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Mediterranean Diet Made Easy

Posted: 10/26/2006

Posted Oct 26, 2006

For years, experts have touted the health benefits of following a Mediterranean-style diet. Rich in healthy fats from olive oil or nuts, fresh vegetables, fruits, and low-fat poultry or fish, the diet continues to demonstrate health benefits in study after study.

Recently, Spanish researchers found the traditional Mediterranean diet outperformed a conventional low-fat diet to improve the cholesterol, blood pressure, and blood sugar levels of older adults. The results, published in the Annals of Internal Medicine, add to the growing body of evidence that the Mediterranean diet may substantially reduce the risk of heart disease and type 2 diabetes, as well as potentially add years of life.

But is the Mediterranean style diet easy to follow? No problem. Take the taste test with the following recipes from our Post test kitchen. Bring the healthy culinary traditions of the Mediterranean to your table.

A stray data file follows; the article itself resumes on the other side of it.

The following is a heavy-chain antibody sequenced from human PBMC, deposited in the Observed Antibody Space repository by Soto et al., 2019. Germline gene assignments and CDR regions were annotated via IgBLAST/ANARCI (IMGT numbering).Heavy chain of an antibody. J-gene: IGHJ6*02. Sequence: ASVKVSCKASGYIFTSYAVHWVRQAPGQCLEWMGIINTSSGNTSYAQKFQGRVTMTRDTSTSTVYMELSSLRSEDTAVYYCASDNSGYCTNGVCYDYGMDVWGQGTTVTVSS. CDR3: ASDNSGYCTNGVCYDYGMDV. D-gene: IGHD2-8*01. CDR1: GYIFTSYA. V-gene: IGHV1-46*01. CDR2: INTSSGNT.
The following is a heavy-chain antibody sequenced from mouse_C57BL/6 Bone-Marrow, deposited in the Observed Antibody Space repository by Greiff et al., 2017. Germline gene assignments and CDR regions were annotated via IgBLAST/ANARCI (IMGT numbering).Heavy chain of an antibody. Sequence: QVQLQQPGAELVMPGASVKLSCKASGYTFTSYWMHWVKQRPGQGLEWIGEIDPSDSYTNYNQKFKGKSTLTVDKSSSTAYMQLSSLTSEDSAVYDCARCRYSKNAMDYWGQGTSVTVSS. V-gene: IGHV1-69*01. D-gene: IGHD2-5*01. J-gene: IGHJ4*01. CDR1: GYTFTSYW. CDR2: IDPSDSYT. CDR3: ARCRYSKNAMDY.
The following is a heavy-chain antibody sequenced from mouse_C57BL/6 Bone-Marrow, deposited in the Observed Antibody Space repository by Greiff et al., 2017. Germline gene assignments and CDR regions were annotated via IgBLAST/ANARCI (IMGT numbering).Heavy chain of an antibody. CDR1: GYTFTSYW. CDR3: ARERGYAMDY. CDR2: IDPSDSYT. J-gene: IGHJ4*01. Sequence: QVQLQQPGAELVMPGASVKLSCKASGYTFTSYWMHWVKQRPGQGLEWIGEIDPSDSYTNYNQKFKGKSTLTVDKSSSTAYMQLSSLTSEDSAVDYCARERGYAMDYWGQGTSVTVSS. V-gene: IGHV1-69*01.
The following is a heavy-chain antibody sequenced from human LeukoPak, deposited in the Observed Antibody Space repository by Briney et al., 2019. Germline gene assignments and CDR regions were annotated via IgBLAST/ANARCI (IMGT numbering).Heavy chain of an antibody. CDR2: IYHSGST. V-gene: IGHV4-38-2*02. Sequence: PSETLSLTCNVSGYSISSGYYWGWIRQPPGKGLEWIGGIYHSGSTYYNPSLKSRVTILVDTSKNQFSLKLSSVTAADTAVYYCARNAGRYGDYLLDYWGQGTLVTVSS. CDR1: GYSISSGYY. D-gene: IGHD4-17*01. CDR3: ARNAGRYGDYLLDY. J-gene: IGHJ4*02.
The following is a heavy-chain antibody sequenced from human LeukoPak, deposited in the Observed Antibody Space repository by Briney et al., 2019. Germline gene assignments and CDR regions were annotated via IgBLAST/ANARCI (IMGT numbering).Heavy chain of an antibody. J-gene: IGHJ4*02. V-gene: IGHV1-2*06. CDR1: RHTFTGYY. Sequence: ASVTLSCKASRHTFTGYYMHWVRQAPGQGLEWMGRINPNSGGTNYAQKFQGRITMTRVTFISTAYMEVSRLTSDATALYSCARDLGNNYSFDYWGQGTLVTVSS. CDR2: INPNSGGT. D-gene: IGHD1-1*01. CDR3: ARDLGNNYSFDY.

(Serves 6)

6 medium-sized fully ripened fresh tomatoes

1 box (6 oz.) long-grain and wild rice puaf mix ·

2 tablespoons grated Parmesan cheese

2 tablespoons olive oil, divided

Preheat oven to 375°F. Cut thin slice off top of each tomato; discard. With teaspoon or melon bailer, scoop pulp from center into small bowl, leaving shell intact. Lift out solid pieces and finely chop to make [fraction two-thirds] cup. Measure remaining liquid, seeds and pulp; add enough water to equal required amount listed on the pilaf mix package. Cook according to package directions, choosing the shortest cooking time. Stir in reserved chopped tomato pulp, Parmesan and 1 tablespoon oil. Spoon pilaf into tomato shells. Arrange stuffed tomatoes, sides touching, in small baking dish. Drizzle remaining 1 tablespoon olive oil over tops. Bake in upper third of oven until tomatoes are just tender and skins look slightly browned, about 25 minutes. Sprinkle with additional Parmesan, If desired.

Baked Tomatoes Stuffed with Rice Pilaf in a delicious and nutritious combination of flavors, hiylighting fresh tomatoes loaded in lycopene. one of nature's most powerful antioxidants.


(Serves 4)

1 tablespoon olive oil

1 ½ pounds boneless chicken breasts, cut in 1" pieces